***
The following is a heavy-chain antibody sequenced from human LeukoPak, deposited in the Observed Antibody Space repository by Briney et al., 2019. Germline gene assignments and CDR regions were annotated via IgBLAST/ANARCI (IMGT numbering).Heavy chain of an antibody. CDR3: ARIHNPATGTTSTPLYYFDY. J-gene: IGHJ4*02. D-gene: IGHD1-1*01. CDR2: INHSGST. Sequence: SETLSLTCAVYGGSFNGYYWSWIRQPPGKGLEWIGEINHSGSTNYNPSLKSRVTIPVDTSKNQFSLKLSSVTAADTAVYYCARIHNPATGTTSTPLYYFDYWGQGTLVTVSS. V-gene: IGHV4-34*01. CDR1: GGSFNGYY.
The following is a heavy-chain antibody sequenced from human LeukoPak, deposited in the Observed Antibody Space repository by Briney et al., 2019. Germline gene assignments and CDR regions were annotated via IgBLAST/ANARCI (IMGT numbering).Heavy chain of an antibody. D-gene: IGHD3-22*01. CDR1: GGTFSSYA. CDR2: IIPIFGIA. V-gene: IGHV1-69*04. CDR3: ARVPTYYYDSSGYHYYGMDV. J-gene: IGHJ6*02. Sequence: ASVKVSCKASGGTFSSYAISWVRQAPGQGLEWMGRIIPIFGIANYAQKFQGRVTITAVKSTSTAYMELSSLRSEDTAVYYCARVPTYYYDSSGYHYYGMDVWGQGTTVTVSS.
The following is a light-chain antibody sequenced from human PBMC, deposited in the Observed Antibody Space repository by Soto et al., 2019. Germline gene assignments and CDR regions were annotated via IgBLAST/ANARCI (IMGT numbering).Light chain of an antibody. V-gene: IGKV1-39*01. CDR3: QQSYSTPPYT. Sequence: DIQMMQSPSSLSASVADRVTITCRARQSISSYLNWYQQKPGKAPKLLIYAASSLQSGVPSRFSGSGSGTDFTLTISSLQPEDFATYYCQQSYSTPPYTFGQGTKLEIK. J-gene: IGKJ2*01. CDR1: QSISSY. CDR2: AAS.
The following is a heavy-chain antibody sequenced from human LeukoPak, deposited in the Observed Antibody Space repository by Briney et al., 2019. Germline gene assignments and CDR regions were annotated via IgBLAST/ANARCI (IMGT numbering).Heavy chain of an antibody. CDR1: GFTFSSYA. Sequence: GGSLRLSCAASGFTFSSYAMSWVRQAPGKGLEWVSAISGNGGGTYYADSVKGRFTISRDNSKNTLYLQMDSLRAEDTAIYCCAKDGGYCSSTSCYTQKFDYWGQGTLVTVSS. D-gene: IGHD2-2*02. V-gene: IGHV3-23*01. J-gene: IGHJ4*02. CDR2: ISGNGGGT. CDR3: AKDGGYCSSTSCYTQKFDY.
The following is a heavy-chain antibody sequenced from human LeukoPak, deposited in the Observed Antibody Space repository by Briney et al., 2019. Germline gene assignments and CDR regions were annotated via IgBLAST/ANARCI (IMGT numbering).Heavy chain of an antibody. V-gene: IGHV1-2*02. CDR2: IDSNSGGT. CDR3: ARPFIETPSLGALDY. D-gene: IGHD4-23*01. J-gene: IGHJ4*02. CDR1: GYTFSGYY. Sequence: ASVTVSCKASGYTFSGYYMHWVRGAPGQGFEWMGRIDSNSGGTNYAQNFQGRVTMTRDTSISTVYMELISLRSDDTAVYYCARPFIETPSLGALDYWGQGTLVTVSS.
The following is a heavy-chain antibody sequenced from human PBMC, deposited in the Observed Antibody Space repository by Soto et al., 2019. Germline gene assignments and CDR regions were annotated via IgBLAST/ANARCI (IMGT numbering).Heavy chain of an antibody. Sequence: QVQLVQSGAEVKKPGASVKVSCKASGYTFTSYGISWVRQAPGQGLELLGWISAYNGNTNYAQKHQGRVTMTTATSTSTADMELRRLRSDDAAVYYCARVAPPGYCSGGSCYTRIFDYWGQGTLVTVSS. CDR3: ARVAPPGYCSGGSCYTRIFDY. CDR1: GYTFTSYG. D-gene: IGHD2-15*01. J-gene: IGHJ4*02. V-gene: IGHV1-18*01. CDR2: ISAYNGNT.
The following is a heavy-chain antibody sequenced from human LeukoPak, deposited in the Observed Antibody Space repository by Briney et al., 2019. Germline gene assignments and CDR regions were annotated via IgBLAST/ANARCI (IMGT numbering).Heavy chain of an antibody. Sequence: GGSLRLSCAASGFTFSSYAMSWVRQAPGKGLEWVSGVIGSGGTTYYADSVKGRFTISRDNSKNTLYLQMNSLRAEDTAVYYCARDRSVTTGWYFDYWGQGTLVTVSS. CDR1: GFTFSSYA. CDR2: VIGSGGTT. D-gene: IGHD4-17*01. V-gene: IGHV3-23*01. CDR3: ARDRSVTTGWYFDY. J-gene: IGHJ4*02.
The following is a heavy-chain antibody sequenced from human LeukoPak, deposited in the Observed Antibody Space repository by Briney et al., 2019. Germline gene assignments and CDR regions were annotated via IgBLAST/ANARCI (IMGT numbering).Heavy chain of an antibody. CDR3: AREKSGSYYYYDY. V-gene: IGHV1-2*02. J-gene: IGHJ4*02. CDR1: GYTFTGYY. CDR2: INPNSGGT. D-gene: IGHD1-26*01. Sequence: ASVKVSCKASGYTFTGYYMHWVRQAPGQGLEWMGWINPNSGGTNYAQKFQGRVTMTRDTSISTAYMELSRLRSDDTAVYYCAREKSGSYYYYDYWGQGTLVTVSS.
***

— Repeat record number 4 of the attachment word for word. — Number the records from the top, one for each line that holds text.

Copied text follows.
The following is a heavy-chain antibody sequenced from human LeukoPak, deposited in the Observed Antibody Space repository by Briney et al., 2019. Germline gene assignments and CDR regions were annotated via IgBLAST/ANARCI (IMGT numbering).Heavy chain of an antibody. CDR1: GFTFSSYA. Sequence: GGSLRLSCAASGFTFSSYAMSWVRQAPGKGLEWVSAISGNGGGTYYADSVKGRFTISRDNSKNTLYLQMDSLRAEDTAIYCCAKDGGYCSSTSCYTQKFDYWGQGTLVTVSS. D-gene: IGHD2-2*02. V-gene: IGHV3-23*01. J-gene: IGHJ4*02. CDR2: ISGNGGGT. CDR3: AKDGGYCSSTSCYTQKFDY.